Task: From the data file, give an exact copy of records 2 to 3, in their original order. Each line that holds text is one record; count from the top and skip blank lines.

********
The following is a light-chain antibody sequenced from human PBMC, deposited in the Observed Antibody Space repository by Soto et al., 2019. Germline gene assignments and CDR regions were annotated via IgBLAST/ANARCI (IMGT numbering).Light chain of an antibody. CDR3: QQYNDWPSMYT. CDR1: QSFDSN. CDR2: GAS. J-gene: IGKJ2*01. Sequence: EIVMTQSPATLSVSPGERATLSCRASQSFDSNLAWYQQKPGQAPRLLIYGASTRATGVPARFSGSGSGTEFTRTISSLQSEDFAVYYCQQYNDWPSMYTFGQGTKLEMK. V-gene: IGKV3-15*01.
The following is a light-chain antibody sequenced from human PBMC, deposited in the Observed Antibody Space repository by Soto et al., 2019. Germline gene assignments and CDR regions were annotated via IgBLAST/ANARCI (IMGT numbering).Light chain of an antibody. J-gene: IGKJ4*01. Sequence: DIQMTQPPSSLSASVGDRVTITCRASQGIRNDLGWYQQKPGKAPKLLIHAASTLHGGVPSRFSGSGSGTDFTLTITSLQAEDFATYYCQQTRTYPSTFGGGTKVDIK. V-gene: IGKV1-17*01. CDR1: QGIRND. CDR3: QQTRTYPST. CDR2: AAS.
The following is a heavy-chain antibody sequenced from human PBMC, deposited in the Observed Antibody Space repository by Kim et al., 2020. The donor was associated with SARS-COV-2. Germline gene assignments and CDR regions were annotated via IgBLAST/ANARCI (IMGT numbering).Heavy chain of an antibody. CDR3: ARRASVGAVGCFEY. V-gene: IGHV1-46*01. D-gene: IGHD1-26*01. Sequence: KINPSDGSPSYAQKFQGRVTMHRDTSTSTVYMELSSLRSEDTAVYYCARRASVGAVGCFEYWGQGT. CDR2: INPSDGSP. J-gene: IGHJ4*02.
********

The following is a light-chain antibody sequenced from human PBMC, deposited in the Observed Antibody Space repository by Soto et al., 2019. Germline gene assignments and CDR regions were annotated via IgBLAST/ANARCI (IMGT numbering).Light chain of an antibody. J-gene: IGKJ4*01. Sequence: DIQMTQPPSSLSASVGDRVTITCRASQGIRNDLGWYQQKPGKAPKLLIHAASTLHGGVPSRFSGSGSGTDFTLTITSLQAEDFATYYCQQTRTYPSTFGGGTKVDIK. V-gene: IGKV1-17*01. CDR1: QGIRND. CDR3: QQTRTYPST. CDR2: AAS.
The following is a heavy-chain antibody sequenced from human PBMC, deposited in the Observed Antibody Space repository by Kim et al., 2020. The donor was associated with SARS-COV-2. Germline gene assignments and CDR regions were annotated via IgBLAST/ANARCI (IMGT numbering).Heavy chain of an antibody. CDR3: ARRASVGAVGCFEY. V-gene: IGHV1-46*01. D-gene: IGHD1-26*01. Sequence: KINPSDGSPSYAQKFQGRVTMHRDTSTSTVYMELSSLRSEDTAVYYCARRASVGAVGCFEYWGQGT. CDR2: INPSDGSP. J-gene: IGHJ4*02.